CFDs are complex instruments and come with a high risk of losing money rapidly due to leverage. The vast majority of retail client accounts lose money when trading CFDs. You should consider whether you understand how CFDs work and whether you can afford to take the high risk of losing your money.

CFDs are complex instruments and come with a high risk of losing money rapidly due to leverage. 76.09% of retail investor accounts lose money when trading CFDs with this provider. You should consider whether you understand how CFDs work and whether you can afford to take the high risk of losing your money.

The vast majority of retail investor accounts lose money when trading CFDs.
76.09% of retail investor accounts lose money when trading CFDs with this provider.

The Trillion Dollar Club: Trading Alphabet’s Shares

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Author: Leon Marshall
Although Google and its parent company Alphabet have had a rough climb to the trillion-dollar mark, with almost double the value in a year’s time, GOOGL is now close to entering the $2 trillion field. However, ongoing lawsuits may prove that quarterly profits are, in fact, ill-gotten gains, a part of which may have been made in collusion with Facebook.

Alphabet’s history

Before Alphabet, there was Google. The parent company is a California-based conglomerate that came to the market in 2015 after a restructuring, but the humble beginnings of the world’s most used search engine, which is much more nowadays, were just the same as almost any other startup in the 90’s. Throughout Google’s history, we have seen it rise and expand into numerous industries, including but not limited to artificial intelligence, autonomous cars, biotechnology, cloud computing, software and hardware, health care and robotics, and more.

Before Alphabet, there was Google.

At the time of its establishment, Alphabet was owned by Google Inc. The roles reversed with the goal of making Google “cleaner and more accountable and better” while improving on “the transparency and oversight of what we’re doing”, as stated by Larry Page, one of the co-founders of Google. Functioning as a collection of companies, Alphabet was co-founded by Larry Page and Sergey Brin, but since they stepped down from their CEO positions in 2019, key people within the conglomerate have taken up their roles –John L. Hennessy as Chairman and Sundar Pichai as CEO.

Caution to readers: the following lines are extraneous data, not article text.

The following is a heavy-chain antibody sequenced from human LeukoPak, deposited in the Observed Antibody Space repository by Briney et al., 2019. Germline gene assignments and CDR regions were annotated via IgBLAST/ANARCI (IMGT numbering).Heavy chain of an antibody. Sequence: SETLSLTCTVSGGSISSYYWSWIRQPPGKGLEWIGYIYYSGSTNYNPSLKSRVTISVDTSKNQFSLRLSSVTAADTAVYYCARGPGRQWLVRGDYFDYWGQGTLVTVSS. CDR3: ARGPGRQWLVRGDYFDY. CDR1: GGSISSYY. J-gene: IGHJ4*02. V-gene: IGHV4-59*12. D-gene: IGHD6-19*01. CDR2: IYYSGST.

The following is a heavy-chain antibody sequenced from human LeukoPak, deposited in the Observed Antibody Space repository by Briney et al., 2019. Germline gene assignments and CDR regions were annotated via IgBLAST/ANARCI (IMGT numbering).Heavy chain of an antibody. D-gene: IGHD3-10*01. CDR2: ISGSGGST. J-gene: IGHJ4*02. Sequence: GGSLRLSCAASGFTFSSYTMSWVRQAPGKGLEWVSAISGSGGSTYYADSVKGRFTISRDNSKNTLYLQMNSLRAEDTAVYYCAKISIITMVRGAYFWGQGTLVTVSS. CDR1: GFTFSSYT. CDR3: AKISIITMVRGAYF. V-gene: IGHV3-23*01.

GOOG(L) hits $1 trillion – chases the $2 trillion mark

On January 16, 2020, Alphabet became worth $1 trillion for the first time. At the time, Apple and Microsoft were already having coffee at The Trillion Dollar Club, and they welcomed the newcomer with a $400 billion and $300 billion lead accordingly. Amazon, on the other hand, had clocked out and was back to the $900 billion mark. Shares surged butthe triumph lasted only a while. Less than a month later, on February 5, 2020, GOOGL sank 3%, dragging the company’s evaluation out of The Club. Shortly after, the value jumped back up and sank again at the end of February.

Ever since Alphabet’s performance has been improving across the board. As a member of FAANG, GOOGL has been carefully approaching SAM, or the three companies that have a market capitalization of over $2 trillion – Saudi Aramco (ARMCO, Apple (APPL), and Microsoft (MSFT). In fact, on November 8, 2021, GOOG briefly hit a market cap of $2 trillion, closing out at $2,987.03 per share, though it dropped back to $1.9 trillion just before the day ended.

Over the past year, Alphabet has nearly doubled its value, and third quarter results report an increase of 41% year over year, while profits have increased nearly 69%. Contributing factors for the 3rd quarter’s growth, as explained by Philipp Schindler, chief business officer, that there was “strong growth in local shopping queries”, in addition to physical stores reopening. In addition to that, Ruth Porat, chief financial officer, says that this growth is a mixture of constant consumer interest and long-term “broadbased” ad spending.

Google has had to face many challenges in the past months, which put under question its steady growth. The search giant is currently facing antitrust lawsuits in favor of its profits being ill-made. Тhe latest one is for its colluding with Facebook to manipulate ad sales after unredacted documents from an ongoing lawsuit were made public.

Given the thin ice that Google is walking on, it will be interesting to see how the last quarter of 2021 and the first quarter of 2022 unfold. Even though there is a slim chance the company will suffer greatly from the ongoing lawsuits, there is still the possibility of a serious fall in shares value, depending on the outcome.